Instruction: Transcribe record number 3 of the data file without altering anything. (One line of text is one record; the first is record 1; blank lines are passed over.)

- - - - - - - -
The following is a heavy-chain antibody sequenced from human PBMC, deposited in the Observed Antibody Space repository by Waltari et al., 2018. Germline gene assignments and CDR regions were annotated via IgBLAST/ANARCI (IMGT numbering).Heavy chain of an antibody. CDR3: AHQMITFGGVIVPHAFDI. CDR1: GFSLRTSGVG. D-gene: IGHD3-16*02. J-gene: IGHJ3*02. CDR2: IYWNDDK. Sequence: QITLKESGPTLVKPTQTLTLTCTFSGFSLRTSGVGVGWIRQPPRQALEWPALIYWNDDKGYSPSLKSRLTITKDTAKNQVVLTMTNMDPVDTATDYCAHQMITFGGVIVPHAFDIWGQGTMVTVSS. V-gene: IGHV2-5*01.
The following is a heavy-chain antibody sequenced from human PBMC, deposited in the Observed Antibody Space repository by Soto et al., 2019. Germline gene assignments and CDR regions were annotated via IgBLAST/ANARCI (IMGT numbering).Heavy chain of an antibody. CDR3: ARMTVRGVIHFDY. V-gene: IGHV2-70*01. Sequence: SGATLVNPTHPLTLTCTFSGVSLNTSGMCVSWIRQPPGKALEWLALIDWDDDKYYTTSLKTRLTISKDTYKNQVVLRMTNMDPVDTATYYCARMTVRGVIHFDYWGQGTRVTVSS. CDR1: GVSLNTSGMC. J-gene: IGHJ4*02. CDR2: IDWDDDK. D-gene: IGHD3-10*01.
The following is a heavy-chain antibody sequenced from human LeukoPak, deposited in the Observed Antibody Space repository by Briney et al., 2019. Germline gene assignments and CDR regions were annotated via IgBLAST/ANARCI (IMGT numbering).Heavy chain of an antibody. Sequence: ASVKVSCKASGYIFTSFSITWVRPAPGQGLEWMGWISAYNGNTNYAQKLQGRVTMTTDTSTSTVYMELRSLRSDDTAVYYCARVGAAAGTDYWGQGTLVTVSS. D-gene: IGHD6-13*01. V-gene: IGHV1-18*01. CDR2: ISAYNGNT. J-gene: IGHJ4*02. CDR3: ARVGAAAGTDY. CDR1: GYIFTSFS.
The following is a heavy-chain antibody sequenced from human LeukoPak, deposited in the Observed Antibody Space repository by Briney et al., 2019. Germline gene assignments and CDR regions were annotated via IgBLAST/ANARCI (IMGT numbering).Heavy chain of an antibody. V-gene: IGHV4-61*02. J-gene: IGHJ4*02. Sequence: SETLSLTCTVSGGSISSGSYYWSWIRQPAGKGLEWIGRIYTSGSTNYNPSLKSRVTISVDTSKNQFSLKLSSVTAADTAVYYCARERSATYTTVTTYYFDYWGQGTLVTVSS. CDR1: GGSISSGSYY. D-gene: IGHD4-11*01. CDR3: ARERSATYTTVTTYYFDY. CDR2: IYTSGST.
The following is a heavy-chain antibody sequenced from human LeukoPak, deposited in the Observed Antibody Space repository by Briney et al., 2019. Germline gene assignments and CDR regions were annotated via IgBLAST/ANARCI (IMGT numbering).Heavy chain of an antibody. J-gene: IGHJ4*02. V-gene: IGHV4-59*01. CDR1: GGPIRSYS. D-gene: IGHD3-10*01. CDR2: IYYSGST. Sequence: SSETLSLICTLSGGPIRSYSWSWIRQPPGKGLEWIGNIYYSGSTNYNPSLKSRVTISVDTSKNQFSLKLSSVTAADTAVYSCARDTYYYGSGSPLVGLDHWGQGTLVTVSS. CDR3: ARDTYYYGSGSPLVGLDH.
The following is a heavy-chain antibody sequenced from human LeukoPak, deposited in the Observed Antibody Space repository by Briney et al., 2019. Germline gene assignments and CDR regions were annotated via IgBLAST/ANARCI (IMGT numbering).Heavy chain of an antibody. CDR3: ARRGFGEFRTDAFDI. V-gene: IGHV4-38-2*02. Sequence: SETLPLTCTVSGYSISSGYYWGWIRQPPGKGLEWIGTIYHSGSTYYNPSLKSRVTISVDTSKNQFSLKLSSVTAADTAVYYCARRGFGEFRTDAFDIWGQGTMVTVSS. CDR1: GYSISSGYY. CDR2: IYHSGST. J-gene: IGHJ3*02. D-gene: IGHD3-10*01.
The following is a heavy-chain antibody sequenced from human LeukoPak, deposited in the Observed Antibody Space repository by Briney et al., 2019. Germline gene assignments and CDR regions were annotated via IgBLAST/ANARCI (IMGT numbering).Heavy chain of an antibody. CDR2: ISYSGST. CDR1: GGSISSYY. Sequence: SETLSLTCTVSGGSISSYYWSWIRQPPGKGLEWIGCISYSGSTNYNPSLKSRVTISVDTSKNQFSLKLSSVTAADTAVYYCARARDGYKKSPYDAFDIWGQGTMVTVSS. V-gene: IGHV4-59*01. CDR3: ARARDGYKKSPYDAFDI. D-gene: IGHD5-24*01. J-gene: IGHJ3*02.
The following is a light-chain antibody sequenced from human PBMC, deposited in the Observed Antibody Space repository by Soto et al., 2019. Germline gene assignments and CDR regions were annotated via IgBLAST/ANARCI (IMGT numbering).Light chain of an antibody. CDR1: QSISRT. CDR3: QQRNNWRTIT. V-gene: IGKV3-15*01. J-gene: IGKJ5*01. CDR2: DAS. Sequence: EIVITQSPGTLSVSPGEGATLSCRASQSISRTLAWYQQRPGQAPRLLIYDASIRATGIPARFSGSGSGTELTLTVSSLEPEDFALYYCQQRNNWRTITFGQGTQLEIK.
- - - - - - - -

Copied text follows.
The following is a heavy-chain antibody sequenced from human LeukoPak, deposited in the Observed Antibody Space repository by Briney et al., 2019. Germline gene assignments and CDR regions were annotated via IgBLAST/ANARCI (IMGT numbering).Heavy chain of an antibody. Sequence: ASVKVSCKASGYIFTSFSITWVRPAPGQGLEWMGWISAYNGNTNYAQKLQGRVTMTTDTSTSTVYMELRSLRSDDTAVYYCARVGAAAGTDYWGQGTLVTVSS. D-gene: IGHD6-13*01. V-gene: IGHV1-18*01. CDR2: ISAYNGNT. J-gene: IGHJ4*02. CDR3: ARVGAAAGTDY. CDR1: GYIFTSFS.